- Singleron released NEO and Python Junior instruments in June 2023, which are portable instruments for library processing and tissue dissociation, respectively. The instruments allow half a million cells in one run, and were designed with standardization and automation in mind.
Scalable and cost-effective instrument-free approaches
To make single-cell sequencing accessible to any lab is a lofty goal for the research world. In progress towards this goal, the cost of performing a single-cell experiment has rapidly fallen over the last few years, with companies increasing the throughput and capacity of their instruments (see above). However, the inability to initially invest in the instruments leaves many labs unable to participate in the single-cell revolution. This is the space that the following companies have innovated in by supplying instrument-free single-cell solutions.
- Parse Biosciences released version 2 of Evercode™ back in August 2022 (following the release of version 1 in February 2021). This new version is more sensitive and robust, and by using the cell or nucleus as the reaction vessel, no hardware is needed, meaning an initial expensive hardware purchase is avoided. Kits can process up to 1 million cells and Evercode™TCR allows T cell receptor profiling too.
- Fluent Biosciences also updated their PIPseq™ platform to version 4 in February 2023. With one of the highest cell captures (85%) and better sensitivity, the kit also offers a scalable and cost-effective sequencing solution, compatible with Illumina NGS sequencing instruments. The T100 kit is the first single tube solution with the capacity for 100,000 cells.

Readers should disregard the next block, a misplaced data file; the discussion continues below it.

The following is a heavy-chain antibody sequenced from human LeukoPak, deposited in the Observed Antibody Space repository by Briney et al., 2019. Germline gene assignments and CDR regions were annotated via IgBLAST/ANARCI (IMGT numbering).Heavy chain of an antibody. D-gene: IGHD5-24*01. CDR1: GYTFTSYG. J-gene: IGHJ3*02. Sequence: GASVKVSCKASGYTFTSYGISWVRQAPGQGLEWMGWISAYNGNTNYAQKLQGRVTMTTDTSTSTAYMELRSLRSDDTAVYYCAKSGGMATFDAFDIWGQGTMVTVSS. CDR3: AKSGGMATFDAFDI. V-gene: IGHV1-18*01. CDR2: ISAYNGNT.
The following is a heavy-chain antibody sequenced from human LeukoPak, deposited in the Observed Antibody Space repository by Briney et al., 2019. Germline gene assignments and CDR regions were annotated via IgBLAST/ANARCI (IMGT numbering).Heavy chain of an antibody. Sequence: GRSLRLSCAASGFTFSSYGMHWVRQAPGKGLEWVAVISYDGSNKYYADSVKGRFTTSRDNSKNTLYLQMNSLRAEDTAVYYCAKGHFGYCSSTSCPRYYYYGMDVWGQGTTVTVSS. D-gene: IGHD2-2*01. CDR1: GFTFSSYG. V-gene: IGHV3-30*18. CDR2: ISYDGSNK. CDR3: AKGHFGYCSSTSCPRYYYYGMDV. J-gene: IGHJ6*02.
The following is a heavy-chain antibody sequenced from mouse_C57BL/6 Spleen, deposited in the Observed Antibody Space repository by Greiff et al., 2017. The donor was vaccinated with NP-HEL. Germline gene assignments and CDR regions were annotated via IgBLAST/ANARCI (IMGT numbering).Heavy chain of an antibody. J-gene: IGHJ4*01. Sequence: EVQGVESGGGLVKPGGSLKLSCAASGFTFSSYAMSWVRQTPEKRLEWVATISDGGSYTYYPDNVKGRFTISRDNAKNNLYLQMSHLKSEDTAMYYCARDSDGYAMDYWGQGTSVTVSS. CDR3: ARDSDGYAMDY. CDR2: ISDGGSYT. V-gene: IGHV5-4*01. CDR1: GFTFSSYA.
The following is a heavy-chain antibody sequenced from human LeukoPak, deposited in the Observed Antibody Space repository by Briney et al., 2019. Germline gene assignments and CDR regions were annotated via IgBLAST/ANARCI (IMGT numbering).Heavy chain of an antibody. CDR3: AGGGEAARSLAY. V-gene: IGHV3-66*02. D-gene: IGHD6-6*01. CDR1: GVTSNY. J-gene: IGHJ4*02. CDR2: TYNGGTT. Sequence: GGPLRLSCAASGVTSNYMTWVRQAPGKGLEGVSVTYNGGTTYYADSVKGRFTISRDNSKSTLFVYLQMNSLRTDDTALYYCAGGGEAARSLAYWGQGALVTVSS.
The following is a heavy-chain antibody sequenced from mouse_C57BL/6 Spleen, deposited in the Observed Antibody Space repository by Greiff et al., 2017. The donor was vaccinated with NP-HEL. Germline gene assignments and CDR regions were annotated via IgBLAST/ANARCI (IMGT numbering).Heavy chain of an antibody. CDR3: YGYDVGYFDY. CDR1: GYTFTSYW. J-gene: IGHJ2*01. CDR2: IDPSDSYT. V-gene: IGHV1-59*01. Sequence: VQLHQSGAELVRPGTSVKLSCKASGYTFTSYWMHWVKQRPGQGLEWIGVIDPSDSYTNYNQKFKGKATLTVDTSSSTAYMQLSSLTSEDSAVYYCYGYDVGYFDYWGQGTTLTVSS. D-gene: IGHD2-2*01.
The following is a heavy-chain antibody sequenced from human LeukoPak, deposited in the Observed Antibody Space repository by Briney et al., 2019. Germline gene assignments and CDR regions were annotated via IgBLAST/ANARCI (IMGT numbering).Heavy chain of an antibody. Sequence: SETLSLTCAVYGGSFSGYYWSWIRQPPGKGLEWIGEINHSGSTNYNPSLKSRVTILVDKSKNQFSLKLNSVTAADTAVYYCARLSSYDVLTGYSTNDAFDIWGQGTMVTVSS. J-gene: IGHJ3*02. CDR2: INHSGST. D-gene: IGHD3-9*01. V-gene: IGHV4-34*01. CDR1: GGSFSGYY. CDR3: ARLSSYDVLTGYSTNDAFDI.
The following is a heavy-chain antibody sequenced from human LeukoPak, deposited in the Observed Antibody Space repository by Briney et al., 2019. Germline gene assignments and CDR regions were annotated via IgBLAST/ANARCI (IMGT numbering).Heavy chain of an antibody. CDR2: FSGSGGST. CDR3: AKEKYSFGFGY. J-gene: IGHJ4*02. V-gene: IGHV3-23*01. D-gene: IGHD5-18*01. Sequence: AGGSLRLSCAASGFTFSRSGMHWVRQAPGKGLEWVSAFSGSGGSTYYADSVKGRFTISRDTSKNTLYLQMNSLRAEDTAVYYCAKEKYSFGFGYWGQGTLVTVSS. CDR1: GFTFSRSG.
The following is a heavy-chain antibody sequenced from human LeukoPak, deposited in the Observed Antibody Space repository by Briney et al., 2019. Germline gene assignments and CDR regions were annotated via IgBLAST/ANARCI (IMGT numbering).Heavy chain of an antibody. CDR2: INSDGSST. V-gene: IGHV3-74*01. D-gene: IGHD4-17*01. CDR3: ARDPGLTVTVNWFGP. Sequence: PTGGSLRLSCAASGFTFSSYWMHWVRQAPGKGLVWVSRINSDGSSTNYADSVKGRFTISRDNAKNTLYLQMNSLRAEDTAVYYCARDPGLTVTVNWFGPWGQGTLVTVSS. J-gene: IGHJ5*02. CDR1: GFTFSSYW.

- Scale Biosciences presents their own technology to escape the need for cell partitioning instruments in single-cell sequencing, through their Scale Bio™ RNA kit (December 2022). Their product is also scalable, affordable and allows deep profiling of cells. The single-cell ATAC kit sets Scale Biosciences apart as offering instrument-free epigenomic pre-indexing.
- Honeycomb Biotechnologies released HIVE CLX in June 2023, which has 160,000 picowells in their distinctive array. This allows for integration of sample storage and single-cell profiling without needing specialized instrumentation. Cells are captured quickly and effectively, allowing rare cell type capture, and can be stored as you go – meaning samples can be collected across a week without batch effects.